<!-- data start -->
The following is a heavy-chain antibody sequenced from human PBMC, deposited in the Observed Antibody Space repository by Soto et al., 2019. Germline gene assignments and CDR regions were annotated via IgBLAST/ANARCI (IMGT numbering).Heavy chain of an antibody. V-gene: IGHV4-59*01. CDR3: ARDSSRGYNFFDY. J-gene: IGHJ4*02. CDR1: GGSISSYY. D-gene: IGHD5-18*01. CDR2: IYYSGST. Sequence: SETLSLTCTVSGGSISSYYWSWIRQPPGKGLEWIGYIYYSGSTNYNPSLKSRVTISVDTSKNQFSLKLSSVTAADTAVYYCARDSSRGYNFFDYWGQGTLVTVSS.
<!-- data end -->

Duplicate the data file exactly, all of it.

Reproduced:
The following is a heavy-chain antibody sequenced from human PBMC, deposited in the Observed Antibody Space repository by Soto et al., 2019. Germline gene assignments and CDR regions were annotated via IgBLAST/ANARCI (IMGT numbering).Heavy chain of an antibody. V-gene: IGHV4-59*01. CDR3: ARDSSRGYNFFDY. J-gene: IGHJ4*02. CDR1: GGSISSYY. D-gene: IGHD5-18*01. CDR2: IYYSGST. Sequence: SETLSLTCTVSGGSISSYYWSWIRQPPGKGLEWIGYIYYSGSTNYNPSLKSRVTISVDTSKNQFSLKLSSVTAADTAVYYCARDSSRGYNFFDYWGQGTLVTVSS.